We wound up spending the evening chatting with Bonnie (the Home Hardware employee), Dale (her husband) and Glen (the owner of the tinker wagon). Bonnie had whipped up some clam dip and so we sat around the fire next to the wagon discussing organic farming, using horses in place of machinery to farm and log and Glen’s time traveling around in the wagon. And the wagon was amazing – nicely finished and insulated on the inside. We bid our hosts goodnight and within moments of them leaving, the skies opened up again and poured! As the thunder cracked and lightning illuminated everything around us to day glow, we were beyond grateful to be in the wagon  – even though our new tent has held up very well in the rain to this point, it is not Noah’s Ark and we surely would have gotten very wet that evening.

The amazing Tinker Wagon we spent the night in!
The next morning was sunny (yes, I praised every God and Goddess I had prayed to for good weather), and we headed out to visit the local Honda dealer, still in search of a chain and sprockets for Roel. Glen heard that we had left the caravan and tracked us down at Honda to give us fresh tomatoes, apples and parslane that he had picked for us that morning from his garden. Bonnie and Dale met us at Home Hardware later (it was Bonnie’s day off), to help us install my top box and say goodbye. After days of rain, sleeping in a dry caravan, being so well looked-after by locals, AND waking up to a sunny day, we were on top of the world.

Insert appropriate pun about thinking outside of the box :)
That afternoon, we headed in the direction of the Gaspe Peninsula. Many had told us that it was not to be missed, but with questionable weather we went to sleep that night in our dry tent, with the understanding that if we woke up to a clear day, we’d head for Gaspe. But, if the weather was at all questionable, we’d skip the 700 kilometer loop as the weather on the peninsula can get famously nasty.

Wednesday, September 4, 2013

Nova Scotia, Part 2: The Digby Wharf Rat Rally

The Digby Wharf Rat Rally

We camped at a lovely spot by the river between Kingston and Digby. On our way to Digby, we stopped at a few historical spots, my favorite being Fort Anne. The most fought over terrain in Canadian history.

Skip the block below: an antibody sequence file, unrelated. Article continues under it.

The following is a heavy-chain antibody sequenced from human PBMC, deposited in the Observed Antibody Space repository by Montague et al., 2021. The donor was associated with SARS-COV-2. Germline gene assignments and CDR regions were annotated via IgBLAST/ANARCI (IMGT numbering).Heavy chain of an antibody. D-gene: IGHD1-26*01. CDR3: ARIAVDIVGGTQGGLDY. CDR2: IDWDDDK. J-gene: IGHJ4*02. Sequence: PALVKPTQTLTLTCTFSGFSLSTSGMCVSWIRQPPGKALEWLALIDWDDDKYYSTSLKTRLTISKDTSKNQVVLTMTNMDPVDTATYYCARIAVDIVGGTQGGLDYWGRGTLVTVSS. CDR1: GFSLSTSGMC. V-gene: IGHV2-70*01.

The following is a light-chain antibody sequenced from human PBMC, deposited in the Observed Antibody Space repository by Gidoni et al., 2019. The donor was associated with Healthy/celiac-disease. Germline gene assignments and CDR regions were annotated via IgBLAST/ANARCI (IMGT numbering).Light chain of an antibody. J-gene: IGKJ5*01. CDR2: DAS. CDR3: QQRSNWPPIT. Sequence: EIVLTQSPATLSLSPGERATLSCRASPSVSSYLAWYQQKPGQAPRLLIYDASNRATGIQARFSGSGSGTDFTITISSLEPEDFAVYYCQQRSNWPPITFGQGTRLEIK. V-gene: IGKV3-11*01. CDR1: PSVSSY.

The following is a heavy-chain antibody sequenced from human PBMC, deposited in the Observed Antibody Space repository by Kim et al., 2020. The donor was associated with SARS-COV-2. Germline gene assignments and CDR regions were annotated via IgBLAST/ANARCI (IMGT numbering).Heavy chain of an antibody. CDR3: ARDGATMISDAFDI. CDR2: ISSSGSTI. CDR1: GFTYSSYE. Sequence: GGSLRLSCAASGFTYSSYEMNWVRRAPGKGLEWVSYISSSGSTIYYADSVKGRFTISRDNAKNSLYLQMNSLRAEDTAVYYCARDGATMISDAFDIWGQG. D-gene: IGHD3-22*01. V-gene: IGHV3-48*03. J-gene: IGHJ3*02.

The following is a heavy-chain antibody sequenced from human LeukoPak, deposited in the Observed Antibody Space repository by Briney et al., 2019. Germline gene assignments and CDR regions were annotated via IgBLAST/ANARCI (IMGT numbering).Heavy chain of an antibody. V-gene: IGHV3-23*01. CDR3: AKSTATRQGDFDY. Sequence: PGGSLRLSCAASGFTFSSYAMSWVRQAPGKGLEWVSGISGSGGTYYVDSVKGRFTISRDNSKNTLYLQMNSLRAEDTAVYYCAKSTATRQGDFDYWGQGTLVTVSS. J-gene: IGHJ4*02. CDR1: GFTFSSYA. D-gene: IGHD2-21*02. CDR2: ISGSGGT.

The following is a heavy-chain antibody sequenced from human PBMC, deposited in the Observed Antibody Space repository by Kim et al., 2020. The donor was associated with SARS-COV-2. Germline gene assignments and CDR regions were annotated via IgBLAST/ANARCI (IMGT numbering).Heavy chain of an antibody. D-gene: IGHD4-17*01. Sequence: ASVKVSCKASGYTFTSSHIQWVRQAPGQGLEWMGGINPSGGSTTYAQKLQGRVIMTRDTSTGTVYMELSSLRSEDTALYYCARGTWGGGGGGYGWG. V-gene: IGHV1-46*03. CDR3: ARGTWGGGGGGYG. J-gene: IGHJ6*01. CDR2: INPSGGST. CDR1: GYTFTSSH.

Our first stop in Digby was at the Honda test drive tent. Roel was keen to test ride the Honda CBR1000 Repsol, and since I’m still a new rider and don’t want to get on anything shinier than my own bike, I opted to ride koala. Amazing bike. Amazing power. Went up to 130kph in first gear. Not my cup of tea. I was thrilled when the test ride was over and I could unfold myself from my crouched position on the rear “seat.”

We’d never been to a motorcycle rally and weren’t sure if we were even going to stay in Digby for the night. But after spending a few hours downtown by the Wharf, watching an seemingly endless string of new bikes roll into town, we realized that this was a special weekend: the atmosphere was already awesome by early Friday afternoon, with 3 days left to go.

So we turned around and headed back out of town where we had seen a small sign advertising for free backyard camping. When we pulled up, there were already several tents pitched in Nicki and Kendall’s back yard, and there were about a dozen motorcycles in the driveway. They had outfitted their yard with a massive fireplace, a porta-loo, a wash basin and already had the bbq going. Nicki, Kendall and their three children (even their toddler Allie, it seemed) are passionate about motorcycling, and wanted to support the Wharf Rat Rally and its participants – they were amazing hosts for the weekend.

We set up our tent, had dinner, made use of the coin-op showers at the Town Center and went back to Main St. for a drink with Bill and Cindy, a couple from Halifax whom we had met at the Honda test ride tent. A drink turned into hours of conversation and wandering between the live bands downtown, and this lovely couple (along with their sweet little dog, Foxy – who rides along with Bill in a harness) sort of adopted us for the course of the next few days.

Back at Nicki and Kendall’s later that night, the karaoke machine was cranking and even more bikes and tents had arrived. We chatted into the wee hours with the other riders and gave another young biker there some advice on how to let go and travel while he had the opportunity.
Bonding over Bacon Bits

Bill whipped up an amazing breakfast on Saturday morning – omelets with bacon and toast – quite an upgrade from our usual cereal with powdered milk! We parked our bikes downtown, which was already packed with motorcycles of all sorts.  We had planned to catch the stunt show, but upon parking, Roel immediately had folks all around his bike, commenting on his massive box and interested in his map showing his route. 

Roel discussing his amazing journey around the world.

So, Cindy and I snuck away and caught the last few minutes of the stunt show. Quite an impressive array of tricks. As a new rider, I couldn’t quite fathom being able to do most of them, much less, willingly drop my bike several times a day!